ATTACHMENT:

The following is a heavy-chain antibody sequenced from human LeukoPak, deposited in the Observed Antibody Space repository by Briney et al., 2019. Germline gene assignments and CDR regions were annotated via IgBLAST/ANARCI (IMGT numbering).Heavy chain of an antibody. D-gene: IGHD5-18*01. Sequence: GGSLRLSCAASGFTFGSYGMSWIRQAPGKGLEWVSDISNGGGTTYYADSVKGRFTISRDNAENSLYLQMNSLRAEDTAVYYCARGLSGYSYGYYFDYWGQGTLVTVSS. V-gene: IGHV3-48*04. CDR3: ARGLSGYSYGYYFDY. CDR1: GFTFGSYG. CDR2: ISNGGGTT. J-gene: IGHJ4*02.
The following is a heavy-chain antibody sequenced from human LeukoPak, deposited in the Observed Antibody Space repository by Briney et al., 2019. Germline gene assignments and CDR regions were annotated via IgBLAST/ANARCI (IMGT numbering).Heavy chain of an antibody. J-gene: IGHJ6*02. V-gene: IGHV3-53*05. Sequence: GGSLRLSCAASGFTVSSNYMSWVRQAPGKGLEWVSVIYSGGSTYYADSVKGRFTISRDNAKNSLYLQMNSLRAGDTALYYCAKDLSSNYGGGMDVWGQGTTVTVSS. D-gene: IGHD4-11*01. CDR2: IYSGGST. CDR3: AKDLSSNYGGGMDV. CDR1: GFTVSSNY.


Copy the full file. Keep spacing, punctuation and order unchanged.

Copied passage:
The following is a heavy-chain antibody sequenced from human LeukoPak, deposited in the Observed Antibody Space repository by Briney et al., 2019. Germline gene assignments and CDR regions were annotated via IgBLAST/ANARCI (IMGT numbering).Heavy chain of an antibody. D-gene: IGHD5-18*01. Sequence: GGSLRLSCAASGFTFGSYGMSWIRQAPGKGLEWVSDISNGGGTTYYADSVKGRFTISRDNAENSLYLQMNSLRAEDTAVYYCARGLSGYSYGYYFDYWGQGTLVTVSS. V-gene: IGHV3-48*04. CDR3: ARGLSGYSYGYYFDY. CDR1: GFTFGSYG. CDR2: ISNGGGTT. J-gene: IGHJ4*02.
The following is a heavy-chain antibody sequenced from human LeukoPak, deposited in the Observed Antibody Space repository by Briney et al., 2019. Germline gene assignments and CDR regions were annotated via IgBLAST/ANARCI (IMGT numbering).Heavy chain of an antibody. J-gene: IGHJ6*02. V-gene: IGHV3-53*05. Sequence: GGSLRLSCAASGFTVSSNYMSWVRQAPGKGLEWVSVIYSGGSTYYADSVKGRFTISRDNAKNSLYLQMNSLRAGDTALYYCAKDLSSNYGGGMDVWGQGTTVTVSS. D-gene: IGHD4-11*01. CDR2: IYSGGST. CDR3: AKDLSSNYGGGMDV. CDR1: GFTVSSNY.